Culture Diary English Food and drink Germany Language and Languages People

Abstand bitte!

I love Germany.  Let me make that abundantly clear.  However, there is one “tradition” here that has annoyed me more and more in the years that I have come to be living in this country.  It is: eavesdropping on private phone calls.

This happens almost every time I am sitting in a café, whether that be Starbucks, Maccy Dee’s or my local greasy spoon, sitting talking in English, either face to face with an Anglophone friend, or more usually on the phone.  What compounds my annoyance is that many of my friends tell me,

“Oh, they’re just practising their English.  They’re doing no harm.”

This is not accidental overhearing, but blatant, absolutely unashamed, eavesdropping.  Have these people not heard of Abstand, respect for boundaries?

People sitting in cafes near me, or even at another table, please note: my phone conversation in English is not an invitation to:

  • Put down you coffee, newspaper, smartphone, pide and do your best meerkat impression and turn eavesdropping into a national sport
  • Butt in after my call and tell me (in English) your mind-numbing anecdote about your neighbour who once went shopping in a British supermarket and bought a tin of baked beans, or once met a man from California, or watched a programme about litter-picking in Scotland, etc etc ad nauseum

Much as I’m often a sociable, affable Mensch, sometimes, like Greta Garbo, I just want to be left alone with my coffee, pide and Moleskine diary (other brands are available).

Luckily my good friend, Mhairi, told me her tried and tested technique for dealing with such “intruders.”  This hand signal, and with no eye contact.  Sometimes it causes offence, but it is guaranteed that they will leave you be.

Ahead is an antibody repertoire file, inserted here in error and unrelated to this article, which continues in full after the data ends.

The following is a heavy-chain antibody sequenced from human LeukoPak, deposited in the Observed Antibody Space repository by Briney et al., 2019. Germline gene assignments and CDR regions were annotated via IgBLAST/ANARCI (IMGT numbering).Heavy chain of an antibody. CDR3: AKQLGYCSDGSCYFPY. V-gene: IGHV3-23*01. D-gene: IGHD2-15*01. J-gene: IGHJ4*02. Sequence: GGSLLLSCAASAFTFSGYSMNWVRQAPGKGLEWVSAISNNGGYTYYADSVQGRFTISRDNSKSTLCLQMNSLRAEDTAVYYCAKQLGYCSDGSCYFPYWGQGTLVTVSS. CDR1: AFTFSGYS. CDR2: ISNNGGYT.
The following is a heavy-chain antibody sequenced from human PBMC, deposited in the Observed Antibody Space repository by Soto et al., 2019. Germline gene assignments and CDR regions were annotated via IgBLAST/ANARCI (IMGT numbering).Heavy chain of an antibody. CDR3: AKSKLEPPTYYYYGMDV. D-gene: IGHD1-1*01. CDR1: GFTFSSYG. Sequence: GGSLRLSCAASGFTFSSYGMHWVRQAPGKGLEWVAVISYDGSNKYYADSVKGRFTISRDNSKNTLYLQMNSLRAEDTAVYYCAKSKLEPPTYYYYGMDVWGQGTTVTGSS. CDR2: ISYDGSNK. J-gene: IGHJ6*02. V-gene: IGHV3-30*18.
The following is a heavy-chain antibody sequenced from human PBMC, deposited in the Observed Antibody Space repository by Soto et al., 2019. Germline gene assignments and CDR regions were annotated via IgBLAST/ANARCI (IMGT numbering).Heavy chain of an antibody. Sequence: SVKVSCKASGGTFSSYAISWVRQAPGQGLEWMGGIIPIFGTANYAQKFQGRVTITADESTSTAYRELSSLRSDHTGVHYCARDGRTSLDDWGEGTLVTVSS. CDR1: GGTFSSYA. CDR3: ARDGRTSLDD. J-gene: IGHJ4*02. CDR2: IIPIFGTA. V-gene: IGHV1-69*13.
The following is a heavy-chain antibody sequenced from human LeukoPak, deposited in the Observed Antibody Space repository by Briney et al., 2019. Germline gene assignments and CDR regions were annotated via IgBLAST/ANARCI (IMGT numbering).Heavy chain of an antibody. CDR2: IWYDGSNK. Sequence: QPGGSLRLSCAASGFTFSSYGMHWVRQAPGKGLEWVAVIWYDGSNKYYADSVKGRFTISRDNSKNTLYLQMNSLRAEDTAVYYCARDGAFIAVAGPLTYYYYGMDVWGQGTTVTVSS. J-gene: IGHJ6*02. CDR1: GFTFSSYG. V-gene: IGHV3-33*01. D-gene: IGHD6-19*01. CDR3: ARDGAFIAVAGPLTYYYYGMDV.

My motto for this year is: Stay in your own lane.

Long live minding your own business!


By Samuel Peeps Dairyist

I am a Dairyist. I like typos. I live on Planet Earth.

2 replies on “Abstand bitte!”

Oh, dear. I have to admit, I can’t help my ears twitching when I hear other languages. I want to see how much I understand. Equally, when someone has a book in their hand, I’ll try to see what the title is, because I am a bookworm and I want to know if it’s a book I’d like.

I’ve just got some carpet fitters in and even though they are in the other room and I’m doing some reading, I can still hear their conversation. It’s hard not to.

Mind you, I don’t make it obvious that I’m listening to other people’s conversations. Maybe the Germans should practise doing that, too – making their eavesdropping less obvious.


Fair and valid point. I think I have been triggered by a colleague many years ago who used to actively eavesdrop on my work phone calls and then make some tedious comment, bridging on from my call, eg, “My cousin spent ten days on Bermuda and blah blah blah…”

Overhearing – fine. Blatant eavesdropping – bad. Sadly I do not have a good enough resting b1tch face.


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